State set to activate battle plan against Asian carp

Minnesota's battle plan to fight an Asian carp invasion includes multiple barriers to keep them from advancing upstream along the Mississippi River and into most of the state's waters.

Minnesota's battle plan to fight an Asian carp invasion includes multiple barriers to keep them from advancing upstream along the Mississippi River and into most of the state's waters.

Rep. Denny McNamara, R-Hastings, said that between state dollars he will expect state legislators to approve early next year and some federal funds already available, there should be enough money to meet the immediate needs of the fight.

Gov. Mark Dayton wants quick action and McNamara, chairman of the House natural resources committee, said he will do everything he can to comply.

The plan Dayton aides released during a Tuesday invasive species summit shows about $22 million of immediate work on the Mississippi near the Twin Cities, which could prevent the destructive carp from swimming into the Minnesota, St. Croix and northern Mississippi rivers, and from them into pretty much every water body in the state.

The use of sound or bubble barriers is proposed for a St. Paul lock and dam and another one, which McNamara said should be at Hastings. A Hastings barrier would slow the advance of carp into both the Mississippi and St. Croix rivers, he said.


The state Department of Natural Resources suggested a St. Paul barrier and a more expensive one at the mouth of the St. Croix, just upstream from Hastings. DNR also wanted a Minneapolis lock closed, but Congress would need to approve that.

The DNR's Tim Schlagenhaft said electric barriers like McNamara wants are more effective than those that use bubbles or sound to stop fish from swimming upstream, but they are dangerous to people and far more expensive to build and operate.

The immediate steps are just a beginning of a carp fight, and McNamara said they come with no guarantee of success.

Dayton showed frequent episodes of impatience during the summit, saying that the situation is urgent and state and federal officials should move against the carp right away.

"Sometimes I find the DNR gets so narrow minded," he said, telling the agency to consider new technologies and not take so long to begin the anti-carp battle.

At one point, Dayton snapped at Schlagenhaft after the DNR fisheries expert told him about a barrier study. "You are eight years out of date," Dayton said.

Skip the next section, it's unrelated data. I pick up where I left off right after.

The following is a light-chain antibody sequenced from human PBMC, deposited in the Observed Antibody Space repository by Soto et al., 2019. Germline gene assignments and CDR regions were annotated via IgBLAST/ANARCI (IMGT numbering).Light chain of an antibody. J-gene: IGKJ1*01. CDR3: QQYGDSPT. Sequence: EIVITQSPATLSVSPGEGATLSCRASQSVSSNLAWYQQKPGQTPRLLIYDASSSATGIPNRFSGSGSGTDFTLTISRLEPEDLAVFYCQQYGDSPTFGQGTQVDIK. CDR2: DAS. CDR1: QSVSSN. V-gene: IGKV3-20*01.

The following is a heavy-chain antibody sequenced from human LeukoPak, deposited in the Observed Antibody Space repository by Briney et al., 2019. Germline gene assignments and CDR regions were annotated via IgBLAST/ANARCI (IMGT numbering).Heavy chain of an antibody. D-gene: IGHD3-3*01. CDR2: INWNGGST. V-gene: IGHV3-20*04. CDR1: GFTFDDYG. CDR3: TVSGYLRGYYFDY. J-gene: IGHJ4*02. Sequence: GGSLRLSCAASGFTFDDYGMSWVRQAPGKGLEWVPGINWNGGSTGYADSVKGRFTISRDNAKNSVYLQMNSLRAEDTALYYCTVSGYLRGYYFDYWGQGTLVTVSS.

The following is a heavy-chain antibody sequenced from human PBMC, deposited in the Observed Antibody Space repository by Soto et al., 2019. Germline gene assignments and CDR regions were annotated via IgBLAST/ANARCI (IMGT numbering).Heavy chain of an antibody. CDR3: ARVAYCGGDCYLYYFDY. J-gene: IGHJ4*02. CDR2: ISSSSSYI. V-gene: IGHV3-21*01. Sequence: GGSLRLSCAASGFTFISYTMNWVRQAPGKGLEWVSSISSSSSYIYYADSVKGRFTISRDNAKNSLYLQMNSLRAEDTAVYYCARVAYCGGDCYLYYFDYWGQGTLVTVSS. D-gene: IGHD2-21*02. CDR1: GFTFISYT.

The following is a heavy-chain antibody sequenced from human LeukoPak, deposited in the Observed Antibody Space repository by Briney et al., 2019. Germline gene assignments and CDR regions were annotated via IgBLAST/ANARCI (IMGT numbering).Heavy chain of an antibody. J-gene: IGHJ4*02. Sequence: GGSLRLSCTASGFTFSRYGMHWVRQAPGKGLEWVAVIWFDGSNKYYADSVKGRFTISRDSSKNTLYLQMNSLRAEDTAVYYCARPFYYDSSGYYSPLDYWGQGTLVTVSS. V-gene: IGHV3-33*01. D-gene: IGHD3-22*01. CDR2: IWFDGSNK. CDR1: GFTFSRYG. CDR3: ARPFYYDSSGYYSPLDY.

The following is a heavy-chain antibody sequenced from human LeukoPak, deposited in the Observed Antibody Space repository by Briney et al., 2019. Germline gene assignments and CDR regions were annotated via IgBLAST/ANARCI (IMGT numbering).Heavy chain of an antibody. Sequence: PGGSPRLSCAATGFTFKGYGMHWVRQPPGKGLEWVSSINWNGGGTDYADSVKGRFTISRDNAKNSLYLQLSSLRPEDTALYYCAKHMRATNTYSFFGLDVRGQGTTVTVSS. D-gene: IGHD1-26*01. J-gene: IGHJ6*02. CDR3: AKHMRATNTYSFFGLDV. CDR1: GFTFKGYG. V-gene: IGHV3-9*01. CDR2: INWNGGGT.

Paul Labowitz of the National Park Service said he and an Army Corps of Engineers official plan to sit down soon to figure out innovative ways to stop fish from getting into locks, or kill them once they do get in.

Tom Crump of the Corps told the summit that the state could install barriers in locks his organization controls, which would be cheaper than installing barriers across an entire river. Schlagenhaft said the barriers could be installed within six months.


With two sets of barriers in locks, the Coon Rapids Dam becomes a third barrier. It is slated for a major upgrade in the next two years that is supposed to make it more effective than it already is.

The battle plan took on more urgency two weeks ago when scientists found Asian silver carp DNA upstream of the dam, which officials had thought would keep carp from advancing.

The four types of Asian carp that are advancing up the Mississippi eat huge amounts of food, which could kill off native species.

Once large enough numbers are in the Mississippi, carp could spread through its tributaries, including the Minnesota and St. Croix rivers, and into nearly all water in the state. No one knows the economic impact to the tourism and fishing industries if that happens.

In addition to the barriers, the Minnesota plan calls for improving river habitat so native species can better survive the invasion. It also calls for research about Asian carp and the possibility of the state funding a barrier in a Mississippi River lock between southern Iowa and Illinois.

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